"Impact of Post-TRIPS IP Regime on Indian Agriculture"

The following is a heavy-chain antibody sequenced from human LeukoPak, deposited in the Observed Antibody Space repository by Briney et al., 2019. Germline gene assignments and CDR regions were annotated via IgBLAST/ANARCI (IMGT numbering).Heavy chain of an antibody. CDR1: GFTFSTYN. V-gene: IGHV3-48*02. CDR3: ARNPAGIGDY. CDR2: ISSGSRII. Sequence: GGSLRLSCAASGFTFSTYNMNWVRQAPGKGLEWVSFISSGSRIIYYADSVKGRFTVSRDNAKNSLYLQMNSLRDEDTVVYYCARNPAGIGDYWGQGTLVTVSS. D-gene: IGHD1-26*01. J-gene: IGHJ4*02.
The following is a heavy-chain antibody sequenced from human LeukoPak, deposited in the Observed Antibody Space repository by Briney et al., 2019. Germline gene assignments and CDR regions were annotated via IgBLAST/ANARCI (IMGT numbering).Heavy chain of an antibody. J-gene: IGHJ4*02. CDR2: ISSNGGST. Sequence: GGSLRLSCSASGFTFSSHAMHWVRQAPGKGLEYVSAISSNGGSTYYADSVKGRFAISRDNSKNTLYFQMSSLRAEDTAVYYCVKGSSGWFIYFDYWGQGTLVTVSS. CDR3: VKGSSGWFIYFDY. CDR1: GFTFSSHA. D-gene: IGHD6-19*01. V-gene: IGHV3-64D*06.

THEME Impact of Post-TRIPS IP Regime on Indian Agriculture I n the “century of bio-tech- of the ever-growing popula- while the contribution of the nology”, “As you sow, so tion. Farmers have contributed pubic sector in plant breeding will you reap!” is no lon- immensely to the bio-diversity tends to decrease, private sec- ger the refrain in agriculture. through informal innovation tor investments concomitantly Since time immemorial, the and conservation. have increased. Logically, the customary practice of farm- However, since the 1960s private sector seed industries ers sowing seeds, harvest- there has been a paradigm and plant breeders tend to ex- ing the crops and saving part shift in the agricultural devel- act reasonably viable financial of the harvest for seeds is so opment and research from the returns on their investment much quintessentially typical erstwhile farmers’ lands to the in plant breeding research. of Indian agriculture that to lab-based “top-to-down” mod- Thus, agriculture has come to envisage a different situation el ushering in High Yielding pervade the multilateral trade requires special explanation. Varieties (HYVs), chemical agreements, (euphemistically Farmers’ ingenuous methods fertilisers, pesticides and other promoting “free trade”!) cul- of creating indigenous variet- critical inputs. Thus, with the minating in a clutch of agree- ies of seeds over the centuries onset of the “Green Revolu- ments signed at the time of the have enriched the bio-re- tion”, the MNCs made their establishment of the WTO in sources and ensured the food debut into the manufacture of 1994 mirroring the commer- security and integrity of the seeds, pesticides and fertilisers cial concerns of the MNCs of country immeasurably. These displacing traditional farm- the developed countries. The incremental improvements ers as the prime contributors most notable of these is the over the centuries have con- to the rich bio-diversity. And, Agreement on Trade-Related Aspects of Intellectual Prop- In the 21st century, the Gene Revolution has metamor- erty Rights (aka the TRIPS phosed the agriculture sector with new plant varieties and ter- Agreement) which sets down minator seed technology. The MNCs who fund the Research minimum standards for most and Development in the biotech arena pressurise developed forms of intellectual property countries to frame trade agreements with other nations con- regulation within all member ducive to recouping profitable returns on investments. Thus, countries of the WTO. WTO and other agreements reflect the concerns of MNCs Consequently, agriculture, of developed countries. And India, through “international- which is the main source of trade-agreements-compliant” laws, has pledged our food livelihood of about 65% of the sovereignty, farmers’ needs, traditional knowledge, and eco- Indian population, has been logical diversity by legalising bio-piracy and promoting cor- subjected to radical changes in poratisation of agriculture at the altar of corporate greed. the post-TRIPS period. The recent legislative attempts – viz., the Patent Amendment Dr. Lalitha Sreenath Dr. M.R. Sreenath solidated into varieties with fifty years later, the MNCs Act, 2005, the Protection of The authors are better yields. Thus, conserva- have now come to dominate Plant Varieties and Farmers’ Professors, T. A. Pai tion and sustained develop- the entire agricultural devel- Rights (Denial?) Act, 2002, Management Institute, Manipal, Karnataka. ment of bio-diversity (origi- opment and research with the Geographical Indications of They can be reached at nally nurtured and maintained production of “Genetically Goods (Registration & Pro- firstname.lastname@example.org and sreenath@mail. by the farmers) are necessary Modified Varieties” (GMVs) tection) Act, 1999 and the tapmi.org, respectively to humanity for its long-term of crops. No wonder, the cost Seed Act, 2004 - to become survival. Better plant varieties of research in the area of crop TRIPS-compliant by the In- are needed for ensuring food improvement has become as- dian Government have, in fact, security to satisfy the hunger tronomically expensive; hence, facilitated the corporatisation1 1 Vide http://www.financialexpress.com/fe_full_story.php?content_id=111601.The last revision of GATT ----the General Agreement on Tariffs and Trade (the rules governing international trade) -- requires signatories to the Agreement to open up their markets to imports and to remove their subsidies to farmers if they do not want to face trade retaliation. The Agreement left intact, however, many of the subsidies given to US farmers. Thus, at latest Hong Kong plenary session of WTO Ministerial conference India has reiterated its stand that there would not be any agricultural agreement without special products and special safeguard mechanisms (SSM) which are sine qua non for ensuring livelihood and food security of the millions of Indian farmers. 1178 The Chartered Accountant February 2006 Lamiya Lokhandwala of the Indian agriculture sec- cultural and economic ramifi- in a journal or availability on tor by permitting privatisa- cations that it may have on the a database2 and does not ex- tion of valuable bio-resources developing and Third World tend to traditional knowledge through patents. countries. handed over to generations The two IPRs – Patents The modern IPR pro- through oral traditions. and Plant Variety Protection tection regime runs coun- Further, globalisation of (PVP) – grant exclusive mo- ter to the very basis of In- agricultural trade poses a great nopoly rights over the creation dian agricultural ethos and challenge to the future world (e.g. new plant variety, GM is tantamount to formalising food security. The control of seeds, etc.) for commercial bio-piracy by commercialis- seeds and agricultural research exploitation. While patents ing traditional resources and in a handful of MNCs – Gene granted to inventors provide indigenous knowledge of the Giants – Monsanto, DuPont exclusive monopoly rights native farming communities. and Syngenta, not only ren- over the product for twenty India has already been rudely ders the food security of the years – on the basis of novelty, jolted from its deep slumber world vulnerable in the hands usefulness, and non-obvious- regarding these changes when of these commercial enterprises ness – Plant Variety Protec- two NRIs sought a patent for but may also tend to affect the tion available to plant breeders turmeric for its wound-healing quality and well-being of ev- protect the genetic makeup of properties, which is common eryone with food habits totally a specific plant variety if the knowledge of the entire Indi- dictated by the MNCs to ap- “Novelty - Distinctiveness an populace! Similar tremors pease their “hunger for corpo- - Uniformity – Stability” shook the scientific commu- rate wealth and power”. The (NDUS) criteria are satisfied. nity when basmati, neem and rich nations are adopting any In this globalised world, access Nap-hal wheat were patented. and every type of means – fair to genetic resources, which It is sad commentary on the or foul, to protect their farmers. may generate critical inputs US law of patents that “prior Farmers in the LDCs, whose for pharma-crops and indus- existing knowledge” which de- very economic survival depends trial crops, assume vital signif- bars grant of patent is narrowly on being able to save seeds from icance in view of the political, drafted to denote publication one year to the next, are ruined 2 Vide 35 USC 102 Cf. Art. 54, Convention for the Grant of European Patent and similar is the legislative standard adopted in various other countries in Africa, Latin America and India. February 2006 The Chartered Accountant 1179 by added input costs. Ironically, other multilateral trade agree- clusive proof of the LMOs the community which helped ments. A short appraisal of the transferred being safe for the MNCs develop the new variet- various international instru- bio-diversity of the State and ies of crops are not only denied ments having impact on bio- consumers. The procedure for ownership rights but are also diversity and India’s legislative “Advanced Informed Agree- made to pay royalties for use of reaction would help in the ap- ment” (AIA) covers seeds for their own resources. Apart from preciation of the import of the planting live fish for release, the need to purchase seeds ev- international developments. micro-organisms for bio-re- ery year, they perforce have to UN Convention on Bio- mediation and other LMOs use chemical herbicides and logical Diversity (CBD), intentionally introduced into fertilisers. Uniformity in plant 1992: The first comprehensive the environment; …to enable varieties and mono-cropping instrument on plant genetic A short ap- information-flow to countries world over may also affect the resources was drafted with praisal of to make informed decisions gene pool, perhaps, irreversibly, the objective of ensuring “that the various before agreeing to the import besides rendering food security plant genetic resources of eco- interna- of such organisms into their totally dependent upon the sta- nomic and/or social interest, tional in- country and the establish- bility of the international seed particularly for agriculture, struments ment of the BioSafety Clear- supply industry. Above all, the will be explored, preserved, having ing House “to facilitate the social costs of GM crops and evaluated and made available impact on exchange of information on GM contamination have not for plant breeding and scien- bio-diver- living modified organisms and been addressed effectively to tific purposes”. Some of the sity and to assist countries in the im- cast the burden on the source salient features of this Con- India’s plementation of the Protocol”. of the issue – viz. the bio-tech vention are: legislative International Treaty on industry. 1. Imposition of legal liabil- reaction Plant Genetic Resources, Further, the terminator ity on the member-states would FAO, 2001: Originally a non- technology, which helps in the to ensure the “fair and eq- help in the binding undertaking in 1983, creation of sterile seeds from uitable sharing of benefits” apprecia- based on the well-established GM plants to prevent farm- arising from “the use of tion of the principle that genetic plant re- ers from re-using the seed for traditional knowledge, in- import of sources, as a common heritage future crops, perpetuates a sys- novations and practices”; the inter- of mankind, are to be freely tem that allows the technology and, national available, in 2001, it had to be itself to do the self-policing, 2. Recognition of the “in- develop- galvanised as a legally bind- rather than using laws and le- digenous and local com- ments. ing treaty to be in conformity gal barriers for prevention of munities that embody with the CBD. The Treaty is misappropriation of the tech- traditional lifestyles” as the first of its kind to provide nology. The genetic seed ster- the guardians of biological a legal framework for balanc- ilisation patents maximise seed diversity and its sustain- ing the need for conservation industry profits by destroying able management, and and sustainable use of plant the rights of farmers to save acknowledgement of its genetic resources with a pro- their seeds and breed their own vital significance in “meet- cedure for access and benefit- crops. The policy decisions ing the food, health and sharing, and providing direct benefit the bio-tech industry other needs of the grow- and indirect links to IPR in- and compound the problems ing world population”. struments. It envisions the of the farmers and consumers Cartagena Protocol on grant of a multilateral system by the transfer of the costs and BioSafety, UN Conven- of “facilitated access” to seeds burdens of the new technol- tion on Biological Diversity, and other germ-plasm of 64 of ogy onto them. Thus, corpo- 2000: The Cartagena Proto- the most important food and rate greed has vacuumed away col on BioSafety, supplemen- forage crops, basic to food se- public interest concerns of the tary agreement to the CBD in curity, between member states world as a whole. 2000, is a legally binding in- for research, breeding and crop strument that governs transfer development. The significant International Agreements of living modified organisms provisions of this treaty are affecting Biological from one nation to another. the “Access & Benefit Shar- Diversity The Protocol has the impor- ing” (ABS) provision for those These mind-boggling de- tant “precautionary principle” who commercialise a product velopments have the sanction which enables the importing developed from the multilat- of law in those countries that countries to ban the imports eral system (MLS) to pay an are signatory to WTO and where there is lack of con- equitable share of the benefits 1180 The Chartered Accountant February 2006 arising from the commerciali- from the need to clarify cer- played by the WTO and the sation of that product and the tain provisions in the light of various agreements forming involvement of farmers, their the experiences of the mem- part of GATT in shaping do- communities and countries ber-states. Hence, any country mestic policies for biodiversity in relevant policy discussions wishing to join UPOV can management it becomes easy and decision-making and fur- only do so under the Conven- to comprehend. It covers dif- ther, to participate fully in the tion of 1991. Thus the 1991 ferent fields of intellectual benefits derived from improper Act: property among which patent use of PGRs, including plant 1. Extends breeders’ rights rights are the most important breeding. However, the Treaty to all production and re- from the perspective of the has failed to make internation- production of their va- management of biological re- al provisions for farmers’ rights As indicat- rieties and to species as sources. by squarely placing the onus on ed in the well as general and spe- General Agreement on national governments to do so. preamble cific plant varieties and Tariffs & Trade, 1994: Gen- International Union for to the 1961 also includes so-called eral Agreement on Tariffs and Protection of New Varieties of and 1978 ‘essentially derived variet- Trade was created by the Bret- Plants (UPOV Convention), Acts of the ies’; on Woods meetings that took 1961: The UPOV Convention Conven- 2. Grants breeders exclusive place in Breton Woods, New was first negotiated and ratified tion, the rights to harvested mate- Hampshire in 1944, as an mostly by developed countries. UPOV was rials; economic recovery plan post- The UPOV, an important in- originally 3. Eliminates the distinc- WW II in 1947”. In 1994, strument concerning the man- conceived tion between discovery GATT was again updated agement of biological resources, as a mech- and development of vari- with new obligations upon its provides a legal mechanism for anism for eties; signatories. One of the most the protection of plant varieties the devel- 4. Renders the right to save significant changes made in developed by commercial plant opment of seed as the farmer’s privi- “GATT 1994” was the cre- breeders through the introduc- agriculture lege and has been made ation of the World Trade Or- tion of “plant breeders’ rights”. in addition optional; ganisation (WTO). As many Plant breeders’ rights are a hy- to provid- 5. Limits exceptions to acts as 75 of the GATT members brid form of intellectual prop- ing IP pro- done privately and for and the European Communi- erty rights, which give the seed tection to non-commercial purpos- ties are the founding members industry similar incentives to breeders. es, experiments, and for of WTO as on 1.1.1995. The those offered by patents, with- the breeding and exploi- GATT, as a multilateral agree- out establishing a complete tation of other varieties; ment, is based on the “uncon- monopoly. The glaring flaw is 6. Extends the minimum ditional most favoured nation its failure to address the conse- period of protection from principle.”3 The two crucial quent effect of the IPR regime 15 to 20 years: for trees points worthy of noting are that it advocates on the envi- and vines, the minimum the non-discrimination be- ronment. is of 25 years; tween domestic and imported The UPOV underwent 7. Grants double protection goods and the provision for some revisions in 1972 and to PBR. importing countries to legis- 1978. As indicated in the pre- In the post-TRIPS scenar- late for protection of human, amble to the 1961 and 1978 io, more developing countries animal or plant life and for the Acts of the Convention, it have progressively joined the conservation of exhaustible was originally conceived as a Convention mainly because resources, provided discrimi- mechanism for the develop- the UPOV regime is generally nation and arbitrariness are ment of agriculture in addition held to fulfil the conditions excluded. to providing IP protection to of a sui generis system as re- Agreement on Applica- breeders. In 1991, substantial quired under Article 27.3b of tions of Sanitary and Phy- revisions were effected to the the TRIPS Agreement. tosanitary Measures (SPS UPOV Act, 1978, to take cog- Agreement), 1994: On 15 nisance of the technological WTO Agreements on April 1994, 125 States signed developments and to accord- International Trade in the “Final Act embodying the ingly strengthen the protec- GMOs results of the Uruguay Round tion offered to the breeders in Against the background of multilateral trade nego- a more specific manner apart of the above treaties, the role tiations’’, concluded under the 3 i.e., the conditions applicable to the most favoured trading nation (i.e. the one with the least restrictions) are to apply to all member-states. February 2006 The Chartered Accountant 1181 aegis of the General Agree- tary and phytosanitary (SPS) against non-compliant coun- ment on Tariffs and Trade measures designed to protect tries. The relevant provisions (GATT). This Final Act con- humans, animals, and plants of concern to agriculture pre- tains an “Agreement on the from contaminants, diseases, scribe that though countries Application of Sanitary and and pests. TBTs assume con- are not required to grant pat- Phytosanitary Measures”. The siderable significance for agri- ents for plants and animals aim of the SPS Agreement is cultural exporters in the light they should provide protection to minimise the negative ef- of trade agreements focusing of plant varieties through pat- fects of health restrictions on on reduction of tariffs, import ents or an effective sui generis international trade. To achieve quotas, and other trade barri- system or both. this aim, the animal health ers. Hence, the TBT Agree- TBTs Agreement on Agriculture measures established by coun- ment provides for: assume (AOA), 1994: Despite the Pre- tries to ensure the protection 1. Labelling and documen- consider- amble of the AoA mentioning of human and animal life and tation requirements re- able signif- food security, the legal frame- health should be based on in- lated to food, nutrition icance for work does not lend any cre- ternational standards, guide- claims and concerns, agricultural dence to it. In fact AOA seems lines and recommendations, quality and packaging exporters structured on the quicksand primarily those developed by regulations required; in the light of quixotic belief that ‘fewer the Office International des 2. Regulations imposed for of trade the trade barriers, the easier Epizooties (OIE). The SPS the prevention of decep- agree- the access to food’. Thus, the Agreement also emphasises tive practice, and for the ments fo- AOA proposes to “establish a the need for transparency in protection of human, cusing on pure market-based agricultur- the import health measures plant health or environ- reduction al system” through reduction which States need to enforce ment, etc. should pass the of tariffs, of subsidies for domestic agri- on the assessment of the risks proportionality test of in- import culture5 as well as export ori- to human, animal or plant life ternational trade restric- quotas, ented agriculture while at the or health carried out by other tions; and other same time provides for a com- countries or by international 3. Measures not to discrimi- trade pulsory minimum import of at organisations and may seek nate between imported barriers. least three per cent of the total additional information from products and “like” prod- consumption at the level of a other member countries or ucts of domestic or for- very low tariff. Consequently, from the industry. Lastly, the eign origin. will not the farmers be at the general provisions relating to Agreement on Trade – Re- mercy of international markets dispute settlement contained lated Intellectual Property dominated by a few trans-na- in the Final Act will be appli- Rights (TRIPs), 1994: The tional corporations? cable to disputes arising in the TRIPS Agreement, which health sector. If scientific or was one of the WTO group Position in India technical questions are raised, of treaties, was the result of in- The stringent requirements the WTO panel responsible tense lobbying by the United of TRIPs had the propensity for settling the dispute will be States, EU, Japan and other to cause a deleterious impact able to consult the OIE. developed countries.4 As on Indian agriculture and bio- Technical Barriers to Trade GATT was replaced by the resources. The failure of India Agreement (TBT Agree- WTO, ratification of TRIPs to comply with the 1995 dead- ment), 1994: Technical barri- became mandatory for WTO line led to the declaration by ers to trade (TBTs) constitute membership. Hence, it was the Dispute Settlement Body an effective multi-pronged imperative for any country of the WTO that India was strategy for countries to not seeking easy access to interna- in violation of TRIPs on the only regulate markets, protect tional markets via the WTO complaints of the US and EU. their consumers, and preserve either to provide a strict in- This stricture compelled the natural resources, but also tellectual property regime as hasty enactment of amend- to provide preferential treat- mandated by TRIPs or face ments and new intellectual ment for domestic products as the wrath of the WTO’s dis- property laws to comply with against imported goods. Most pute settlement mechanism the TRIPS requirements. Two TBTs in agriculture are sani- in the form of trade sanctions amendments to the Patent 4 The US strategy of linking trade policy to intellectual property standards was prompted by the pressure of US corporations to make maximising intellectual property privileges the single- most priority of US trade policy. And, infringement by the developing world of IPRs in agricultural products was never considered a major problem! 5 Developed nations, which extend huge subsidy to the farmers in their countries at an average 1 billion dollar per day and make agricultural products cheaper to sell all over the world, are pressurising developing countries to either withdraw or reduce drastically subsidy extended to the farmers in the developing countries. Indian farmers with only a subsidy of .03% and declining public Investment in agricultural economy have been forced to resort to suicide in some states. 1182 The Chartered Accountant February 2006 Act, 1970, both promulgated to develop unique plants to The following are some of the in response to Article 27.3b be covered under patents and main features of the Act: of TRIPS, have raised serious thereby facilitated patenting of 1. Recognition of conserva- controversies and heated de- plants. Besides, extending the tion of biodiversity, sus- bates both nationally and at duration of patent term to 20 tainable use of biological the international level. years after filing, the amend- resources, and equitable Geographical Indications ment expanded the grounds sharing of benefits arising Act, 1999: Though some in- for revocation to include the from such use; ternational treaties – the Par- non-disclosure or wrong dis- 2. Constitution of National is Convention, the Madrid closure of source or geograph- Biodiversity Authority Agreement and the Lisbon ical origin of a biological ma- (NBA), State Biodiversity Agreement – dealt with “indi- terial used in the invention. Boards (SBBs) and Bio- cations of source” and “appel- The Plant Variety Protection diversity Management lations of origin”, for the first & Farmers’ Rights Act, 2002: Committees (BMCs) in time international protection Forced by trade-compulsions, local bodies; was accorded to Geographical India chose to join the UPOV 3. Prior approval of NBA Indications (GIs) by prescrib- despite strong protests of the necessary for foreign na- ing the “minimum standards” farmers and civil societies. tionals/organisations for in TRIPs. By enacting Caught between the devil and obtaining biological re- “GI” in relation to goods, the Geo- the deep sea, the successive sources and/or associated means an indication to iden- graphical governments at the Centre knowledge for any use; tify such goods as agricultural, Indication (during 1994-2001) attempt- 4. Approval of NBA for In- natural or manufactured goods of Goods ed to adopt the sui generis op- dian individuals/entities as originating, or manufactured (Registration tion to balance the needs and for transferring results of in the territory of a country, & Protec- demands of breeders/scientists research with respect to region or locality in that ter- tion) Act, and farming communities. For any biological resources ritory, where a given quality, 1999, unau- the first time in our legislative to foreign nationals/ or- reputation of other character- thorised use history, the PVPFR Act: ganisations; istic of such goods is essentially of a Regis- 1. Recognises farmers as 5. Levy of appropriate fees attributable to its geographical tered Geo- conservators, breeders and royalties on such origin and regarding manufac- graphical and cultivators; transfers and IPRs; tured goods, one of the activi- Indication 2. Constitutes Plant Variet- 6. Sharing of benefits to all ties of either the production or by others is ies Protection Authority concerned parties; of processing or preparation of prohibited. to register plant varieties 7. Measures to conserve and goods concerned takes place in developed by the farmers sustainably use biological India6. By enacting the Geo- also; resources, including habi- graphical Indication of Goods 3. Ensures equitable benefit- tat and species protec- (Registration & Protection) sharing with the farmers; tion, conservation in gene Act, 1999, unauthorised use 4. Allows farmers to retain banks, EIA of all projects of a Registered Geographical their traditional right to which could harm biodi- Indication by others is prohib- sell (locally) seed of any versity, etc.; ited. Through a simple process variety (including pro- 8. Decision-making power of registration, the registered tected varieties of breed- to local communities proprietor or authorised us- ers) that he grows; regarding the use of re- ers have the exclusive use of 5. Protects farmers against sources and knowledge geographical indication in re- bad seeds to be provided within their jurisdiction, lation to goods in respect of by breeders; and negotiations with par- which they are registered for a 6. Grants right to compen- ties who want to use these period of ten years, renewable sation for farmers. resources and knowledge; every ten years. Biological Diversities Act, 9. Development of an ap- Patent (Second Amendment) 2002: India drafted the Bio- propriate legislation or Act, 2002: This amendment logical Diversity Act 2002 as a administrative steps, in- deleted “plants” from the ex- follow-up to the CBD, for the cluding registration, to emptions in the scope of conservation and sustainable protect indigenous and patentability by allowing the use of bio-resources including community knowledge; bio-technological processes habitat and species protection. 10. Governments to declare 6 E.g. Basmati rice, Darjeeling tea, Alphonso mango, Nagpur orange, Hyderabad grapes, Kanchipuram /Pochampalli/ Mysore silk saree, etc. February 2006 The Chartered Accountant 1183 Biodiversity Heritage ganisms and micro-biological 8. Grounds for cancellation Sites, as areas for special process” and the “emergency” of registration that are in measures for conserva- clause – may well turn out to violation of the terms and tion and sustainable use of be “Pandora’s box”. conditions of grant of cer- biological resources, and Seeds Act, 2004: This Act is tificate by the certificate notification of threatened criticised for the anti-farmer holder, misrepresentation species to control their provisions and the open-in- or concealment of mate- collection and use; risks vite to the “foreign bio-pirates” rial facts by the applicant, associated with biotech- to pillage on our traditional non-performance of the nology (including the use knowledge and rich bio-di- seed, prevention of com- of GMOs), to be regulat- versity. There is also the ap- mercial exploitation on ed or controlled through prehension about the misuse the grounds of public in- appropriate means; of the powers vested in the terest to protect public 11. Designation of reposito- agricultural bureaucracy (con- Only order or public morality or ries of biological resourc- stituted under this enactment) producers to protect human beings, es at national and other to harass the farmers. The im- registered animals and plant life and levels; portant provisions that raise with the health or to avoid serious 12. Creation of Funds at local, concerns are: govern- prejudice to the environ- state, and national levels, 1. Only producers registered ment can ment; to be generated from fees, with the government can grow or or- 9. Grounds for exclusion royalties, donations, etc. grow or organise the pro- ganise the of registration of certain However, the notifica- duction of seed; production kinds or varieties of seeds tion of the Biological Diver- 2. Prohibition of all others of seed. include protection of pub- sity Rules, 2004 under the from growing, producing, lic order or public moral- Biological Diversity Act, 2002 drying, threshing, shelling, ity, life and health of hu- has attracted vitriolic criti- ginning, cleaning, grading man, animal and plants cisms from the NGOs that or treating of seeds and or to avoid serious preju- the role of local communities planting materials; dice to the environment, in safeguarding biodiversity 3. Registration in the Na- or contains a technology and traditional knowledge has tional Register of Seeds of which would be harmful become diminutive, and thus, all kinds and varieties of or potentially harmful; the spirit and letter of the Act, seeds necessary for sale for 10. Non-exclusion of seeds has been totally watered down. the purpose of sowing or traditionally used by peas- Patent (Third Amendment) planting by any person; ants from compulsory Act, 2005: This amendment 4. Prohibition of the farmer registration and absence extends the product patent re- from saving, using, ex- of provisions for filing, gime to agro-chemicals, food changing, sharing, or sell- objections before the and biotechnology products, ing his farm seeds and registration and applica- apart from drugs and phar- planting materials; tions for cancellation af- maceuticals. This recognition 5. Conformity of the seed or ter registration enabling of product patents formally planting material to the seed companies to obtain legalises patent monopoly on prescribed minimum limit surreptitiously registra- seeds as the new amendment of germination, physical tion rights on traditionally has not categorically exclud- purity, genetic purity; used seeds; ed seeds developed by novel 6. Registration by any pro- 11. Withdrawal of the State means. Though India had ear- ducer in his name of any from seed certification and lier opted for the sui generis traditional seeds (used by vesting this power with system for protection of plant the peasantry) with even private organisations, in- varieties and had subsequently monopoly rights in per- dividuals or seed produc- put in place, the PVPFR Act, petuity for producing that ing organisations to carry ambiguity in the amended seed; out self-certification; patent law raises the piquant 7. National Register of Seeds 12. Wide powers to seed in- issue of patenting of seeds to be maintained by the spectors to break open any developed by novel means, Registration Sub-Com- container or door of any particularly the transgenic mittee of the Central Seed premises where any kind seeds. Some glaringly inad- Committee as a register of or variety of seed is kept; equate legislative provisions all kinds and varieties of 13. Compensation may be – the definition of “micro-or- seeds; claimed from the producer, 1184 The Chartered Accountant February 2006 dealer, distributor or ven- dor under the Consumer Protection Act, 1986; 14. Weak and inadequate punishment of suppliers of spurious seeds; 15. Diminution of the rights of the states; 16. Division of the states into five geographical zones and representation in the Central Seed Committee for only five states with one each from three out of the five geographical zones of the country on a rotational basis. Conclusion It is apparent from an analysis of the provisions of the “Post-TRIPs laws” that in India, allowing patents on life forms has a direct and substantial impact on many other previously unrelated ar- eas and that new legislations have been developed to ad- dress these issues. It has to be realised, recognised and ap- preciated that biotechnology, when armoured with IPRs, can become a lethal weapon in the hands of a “fistful” of agricultural companies to strip the independence and sustainability of rural farmers sal law is a harsh assault on tional-agreements-compli- in India. Undeniably devel- the developing and LDCs to ant”. However, it remains to oped countries have had the either “adhere or perish”! be seen, despite the constitu- upper hand in negotiations Hence, India should not tion of the National Com- due to their economic power have adopted the UPOV-com- mission of Farmers, if the in contrast to the developing patible plant variety protection Government of India would countries; competency, re- legislation, especially as these be able to effect a paradigm sources and candid greed to legislative initiatives, a priori, shift from “GE Revolution to bargain with in the market amount to TRIPs-plus, creat- Ever-Green Revolution” with and at the negotiating table ing higher standards than re- “water harvesting, soil health are totally skewed in favour quired. The TRIPs Agreement improvement, dissemination of the First World coun- clearly allows each country to of new technologies, infra- tries. To use the trade agree- have its own sui generis system structure development and ments to displace the canon of plant variety protection. It application of science and of international law, which is but a small consolation that biotechnology”7 and farmers recognises the world’s bio- these two laws – PVPFR Act, welfare as the pivotal points resources as a common heri- 2002 and the Seeds Act, 2004 triggering the new model. In- tage of mankind and to im- – have not yet been notified. dia’s agriculture, the backbone pose inequitably the western It becomes imperative to har- of the economy, has to be ro- hegemony of property rights monise the various legislative bust for the nation as a whole jurisprudence as the univer- measures enacted as “interna- to survive and prosper. r 7 As envisaged by the PM in his inaugural address of the 93rd Indian Science Congress, Hyderabad. Vide, Business Line Jan. 4, 2006. February 2006 The Chartered Accountant 1185